Alum’s Legacy Expands Students’ Horizons
The Dehejia Internship Program provides exciting opportunities for rising seniors.
Alexandra Zhang ’18 has found a new passion: economics.
“I interned at the McLean Asset Corporation,” she explains. “Before, I’d never taken an economics class—I’d only studied it for my research paper this year. So I didn’t really know what I was getting into. But doing the internship, I thought, ‘Oh, I could really see myself in this environment in the future!’”
Alexandra’s experience was made possible by the Dehejia Fellows Internship Program—a way for rising seniors to spend their summers pursuing an area of interest while learning what it’s like to be part of the workforce. Run by history teacher and Assistant Academic Dean Robbie Gross, the program is in its second year and has already begun to expand and enhance students’ ideas about what they might like to do after college.
The Dehejia family created the internship program in memory of Anindya Dehejia ’78, who sadly passed away in 2001. As a young person, Anindya’s internship experience at the National Institutes of Health served as the foundation stone for his later career as a distinguished molecular biologist participating in important scientific advances of his time, including the first part of the human genome map. The Dehejias are now bringing similar life-changing experiences to other Sidwell Friends students.
“The Dehejias are gracious, humble, and truly brilliant people,” says Jordan Chernof ’17, who completed his internship last year. “I was touched by the book they gave me about their son Anindya, and I feel honored to have received this scholarship in his name.”
Interested students apply for the internship each spring, after two optional workshops aimed at helping them strengthen their resumes and cover letters. Michael Adeyi ’18, who just finished his internship at a political organization called No Labels, was intrigued from the beginning.
“Mr. Gross sent out an email to the whole junior grade, saying ‘I have these internships if anyone’s interested,’” Michael explains. “That immediately caught my eye. He set up a resume workshop, which was really helpful. I applied to a few of the internships that looked interesting, and then they reached out and said they wanted a phone interview.”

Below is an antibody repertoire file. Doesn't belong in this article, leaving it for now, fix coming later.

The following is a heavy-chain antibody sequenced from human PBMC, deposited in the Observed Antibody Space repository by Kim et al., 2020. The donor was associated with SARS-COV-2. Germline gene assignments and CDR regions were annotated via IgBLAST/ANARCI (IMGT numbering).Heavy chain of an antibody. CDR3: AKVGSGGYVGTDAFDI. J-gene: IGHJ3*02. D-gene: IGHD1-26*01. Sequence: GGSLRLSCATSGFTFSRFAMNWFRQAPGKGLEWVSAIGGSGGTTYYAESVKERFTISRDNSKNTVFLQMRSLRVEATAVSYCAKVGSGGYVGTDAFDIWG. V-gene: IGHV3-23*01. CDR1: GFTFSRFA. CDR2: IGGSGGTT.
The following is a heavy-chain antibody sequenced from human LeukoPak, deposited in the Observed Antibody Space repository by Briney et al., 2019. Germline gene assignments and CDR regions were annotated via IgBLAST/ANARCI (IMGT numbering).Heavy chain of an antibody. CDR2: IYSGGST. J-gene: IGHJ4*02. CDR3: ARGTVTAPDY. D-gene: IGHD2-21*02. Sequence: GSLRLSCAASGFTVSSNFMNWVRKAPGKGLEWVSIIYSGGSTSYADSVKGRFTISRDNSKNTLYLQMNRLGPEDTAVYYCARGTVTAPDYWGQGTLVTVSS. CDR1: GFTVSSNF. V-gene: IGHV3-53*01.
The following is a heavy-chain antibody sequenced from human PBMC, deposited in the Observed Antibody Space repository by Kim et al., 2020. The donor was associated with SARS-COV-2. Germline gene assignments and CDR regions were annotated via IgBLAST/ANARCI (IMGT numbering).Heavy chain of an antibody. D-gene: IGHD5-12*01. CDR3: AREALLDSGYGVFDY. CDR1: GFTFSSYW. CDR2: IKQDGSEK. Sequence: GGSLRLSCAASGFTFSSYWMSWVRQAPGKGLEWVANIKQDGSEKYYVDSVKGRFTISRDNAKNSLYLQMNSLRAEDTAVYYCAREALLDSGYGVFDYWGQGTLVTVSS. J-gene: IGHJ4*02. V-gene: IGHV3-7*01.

Jordan also worked for No Labels. “When I saw the list of internships, I was immediately drawn to their mission,” he says, “which matched my interest in politics with a common-sense approach to governance. On a typical day, I balanced working in their digital department and experiencing the political side of a DC internship. Sometimes this involved traveling to Capitol Hill, and sometimes I spent the day learning the email marketing techniques that political campaigns use. It was a great opportunity to interface with political veterans, meet other interns, and explore my interest in politics.”
“Most of the interns were older, but they were all really friendly,” says Michael. “I got a lot out of it—especially because No Labels itself is bipartisan. Getting to interact with everyone on the political spectrum, from super far left to super far right, means working with people and ideas that you might not normally work with. It’s helpful to get new perspectives—not just to see ‘the other,’ but also advancing a political goal, as opposed to arguing and pushing for just one side’s opinion.”
Jordan’s experience at No Labels was so positive that the organization had a special request for him at the end of his time there. “On the final day of my internship, the CEO asked me to work as a part-time consultant,” he says. “I worked as much as I could during my senior year, and have been working there full-time this summer.”
Alexandra, meanwhile, says her time at the McLean Asset Corporation has changed her outlook on a potential economics career. “I take away a deepened interest in economics,” she says. “Seeing a real-world application, what people do every day, and the professional environment was so interesting. I plan on majoring in economics when I get to college. And I’ll definitely be taking it at Sidwell Friends next year.”
Photo: Members of the Dehejia family meet with Dehejia Internship Program students.
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